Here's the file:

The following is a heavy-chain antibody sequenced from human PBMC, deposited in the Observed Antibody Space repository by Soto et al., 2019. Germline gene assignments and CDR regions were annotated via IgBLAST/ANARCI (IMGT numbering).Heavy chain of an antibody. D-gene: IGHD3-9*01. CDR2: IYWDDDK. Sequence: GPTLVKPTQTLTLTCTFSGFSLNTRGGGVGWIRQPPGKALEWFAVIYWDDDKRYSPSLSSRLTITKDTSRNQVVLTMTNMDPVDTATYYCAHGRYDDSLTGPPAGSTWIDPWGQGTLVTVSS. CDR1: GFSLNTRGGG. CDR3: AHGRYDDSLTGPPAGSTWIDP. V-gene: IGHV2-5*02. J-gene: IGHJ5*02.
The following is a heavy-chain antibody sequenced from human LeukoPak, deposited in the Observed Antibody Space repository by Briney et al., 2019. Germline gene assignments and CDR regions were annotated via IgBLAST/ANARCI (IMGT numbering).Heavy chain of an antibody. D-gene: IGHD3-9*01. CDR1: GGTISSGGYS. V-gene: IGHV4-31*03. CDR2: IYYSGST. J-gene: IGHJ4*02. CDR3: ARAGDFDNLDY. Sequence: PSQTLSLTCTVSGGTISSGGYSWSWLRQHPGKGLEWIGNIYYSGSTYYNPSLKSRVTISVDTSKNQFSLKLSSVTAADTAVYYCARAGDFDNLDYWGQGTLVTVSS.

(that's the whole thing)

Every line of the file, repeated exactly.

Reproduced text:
The following is a heavy-chain antibody sequenced from human PBMC, deposited in the Observed Antibody Space repository by Soto et al., 2019. Germline gene assignments and CDR regions were annotated via IgBLAST/ANARCI (IMGT numbering).Heavy chain of an antibody. D-gene: IGHD3-9*01. CDR2: IYWDDDK. Sequence: GPTLVKPTQTLTLTCTFSGFSLNTRGGGVGWIRQPPGKALEWFAVIYWDDDKRYSPSLSSRLTITKDTSRNQVVLTMTNMDPVDTATYYCAHGRYDDSLTGPPAGSTWIDPWGQGTLVTVSS. CDR1: GFSLNTRGGG. CDR3: AHGRYDDSLTGPPAGSTWIDP. V-gene: IGHV2-5*02. J-gene: IGHJ5*02.
The following is a heavy-chain antibody sequenced from human LeukoPak, deposited in the Observed Antibody Space repository by Briney et al., 2019. Germline gene assignments and CDR regions were annotated via IgBLAST/ANARCI (IMGT numbering).Heavy chain of an antibody. D-gene: IGHD3-9*01. CDR1: GGTISSGGYS. V-gene: IGHV4-31*03. CDR2: IYYSGST. J-gene: IGHJ4*02. CDR3: ARAGDFDNLDY. Sequence: PSQTLSLTCTVSGGTISSGGYSWSWLRQHPGKGLEWIGNIYYSGSTYYNPSLKSRVTISVDTSKNQFSLKLSSVTAADTAVYYCARAGDFDNLDYWGQGTLVTVSS.